Denise Galloway and Gerald Smith named AAAS Fellows

December 18, 2008

SEATTLE - Fred Hutchinson Cancer Research Center scientists Denise Galloway, Ph.D., a microbiologist, and Gerald Smith, Ph.D., a geneticist and microbiologist, have been awarded the distinction of AAAS Fellow. Election as a Fellow is an honor bestowed upon members of the American Association for the Advancement of Science, or AAAS, by their peers.

Galloway, a member of the Hutchinson Center's Human Biology and Public Health Sciences divisions, is being honored, according to the AAAS, "for distinguished contributions to the field of virology, particularly for the elucidation of mechanisms by which human papillomaviruses cause anogenital malignancies." Galloway studies the role of HPVs in cancer development. She and her colleagues firmly established that nearly all cervical cancers - a leading cause of cancer deaths in women worldwide - and the majority of other anogenital cancers are caused by HPVs. Breakthrough studies by her lab and others laid the groundwork for Gardasil®, a vaccine that protects against the two most common cancer-causing HPVs. Galloway is also a research professor of microbiology at the University of Washington School of Medicine.

Smith, a member of the Center's Basic Sciences Division, is being honored "for distinguished contributions to our understanding of the genetics and enzymology of homologous recombination, DNA break repair and meiosis." Smith studies the molecular mechanisms of genetic recombination to better understand diseases such as cancer and, possibly, ways to predict or prevent them. For example, his laboratory studies the genetics and enzymology of DNA-break repair, or recombination, proteins in Helicobacter pylori, a bacterium that causes stomach cancers and ulcers. Studies of these enzymes could lead to the development of new, more-effective drugs to combat many bacterial infections. Smith's lab also studies recombination during meiosis, the formation of sex cells. Mistakes in recombination during meiosis can lead to chromosome aberrancies, such as inheritance of an extra chromosome, which is the cause of Down syndrome. Smith is also an affiliate professor of genome sciences and pathology at the UW School of Medicine.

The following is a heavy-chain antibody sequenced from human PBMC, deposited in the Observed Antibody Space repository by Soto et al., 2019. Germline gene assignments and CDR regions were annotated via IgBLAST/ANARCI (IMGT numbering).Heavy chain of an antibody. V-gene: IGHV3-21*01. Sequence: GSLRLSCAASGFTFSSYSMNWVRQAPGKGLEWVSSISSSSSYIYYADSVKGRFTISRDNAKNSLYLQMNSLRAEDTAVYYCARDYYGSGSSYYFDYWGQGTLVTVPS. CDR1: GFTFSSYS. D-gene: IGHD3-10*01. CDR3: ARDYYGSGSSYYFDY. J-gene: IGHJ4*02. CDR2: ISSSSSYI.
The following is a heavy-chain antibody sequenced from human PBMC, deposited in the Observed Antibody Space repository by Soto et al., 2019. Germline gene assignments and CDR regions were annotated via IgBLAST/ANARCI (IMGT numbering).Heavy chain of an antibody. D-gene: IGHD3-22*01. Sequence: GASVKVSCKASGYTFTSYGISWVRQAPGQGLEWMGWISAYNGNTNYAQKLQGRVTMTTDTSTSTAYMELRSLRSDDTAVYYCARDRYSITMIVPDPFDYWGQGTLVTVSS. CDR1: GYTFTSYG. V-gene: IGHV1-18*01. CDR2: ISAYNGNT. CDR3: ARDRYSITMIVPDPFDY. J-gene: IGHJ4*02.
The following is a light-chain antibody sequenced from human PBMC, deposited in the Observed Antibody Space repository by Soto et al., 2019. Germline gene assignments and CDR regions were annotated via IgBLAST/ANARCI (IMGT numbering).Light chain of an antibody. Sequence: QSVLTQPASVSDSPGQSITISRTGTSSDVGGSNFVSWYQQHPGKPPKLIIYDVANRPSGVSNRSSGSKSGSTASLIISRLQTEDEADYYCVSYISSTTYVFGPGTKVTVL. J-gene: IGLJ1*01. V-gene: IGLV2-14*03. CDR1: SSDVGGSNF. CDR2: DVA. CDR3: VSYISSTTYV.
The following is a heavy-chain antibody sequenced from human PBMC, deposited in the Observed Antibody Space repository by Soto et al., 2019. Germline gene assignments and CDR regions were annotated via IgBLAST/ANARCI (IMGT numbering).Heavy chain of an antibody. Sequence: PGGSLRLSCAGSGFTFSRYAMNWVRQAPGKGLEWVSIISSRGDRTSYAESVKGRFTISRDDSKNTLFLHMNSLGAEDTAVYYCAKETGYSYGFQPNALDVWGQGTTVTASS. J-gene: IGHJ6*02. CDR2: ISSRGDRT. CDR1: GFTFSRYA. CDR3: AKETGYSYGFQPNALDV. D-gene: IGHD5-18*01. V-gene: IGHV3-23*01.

Galloway and Smith are among 486 AAAS Fellows selected this year for their "scientifically or socially distinguished efforts to advance science or its applications." For their contributions they will be presented with an official certificate and gold rosette pin Feb. 14 at the Fellows Forum during the 2009 AAAS Annual Meeting in Chicago.
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The AAAS is the world's largest general scientific society and publisher of the journal Science. The organization was founded in 1848 and the tradition of electing AAAS Fellows began in 1874.At Fred Hutchinson Cancer Research Center, interdisciplinary teams of world-renowned scientists and humanitarians work together to prevent, diagnose and treat cancer, HIV/AIDS and other diseases. Hutchinson Center researchers, including three Nobel laureates, bring a relentless pursuit and passion for health, knowledge and hope to their work and to the world. For more information, please visit fhcrc.org.

The American Association for the Advancement of Science (AAAS) is the world's largest general scientific society and publisher of the journal Science (www.sciencemag.org). AAAS was founded in 1848, and includes some 262 affiliated societies and academies of science, serving 10 million individuals. Science has the largest paid circulation of any peer-reviewed general science journal in the world, with an estimated total readership of 1 million. The non-profit AAAS (www.aaas.org) is open to all and fulfills its mission to "advance science and serve society" through initiatives in science policy; international programs; science education; and more. For the latest research news, log onto EurekAlert!, www.eurekalert.org, the premier science-news Web site, a service of AAAS.

Fred Hutchinson Cancer Research Center

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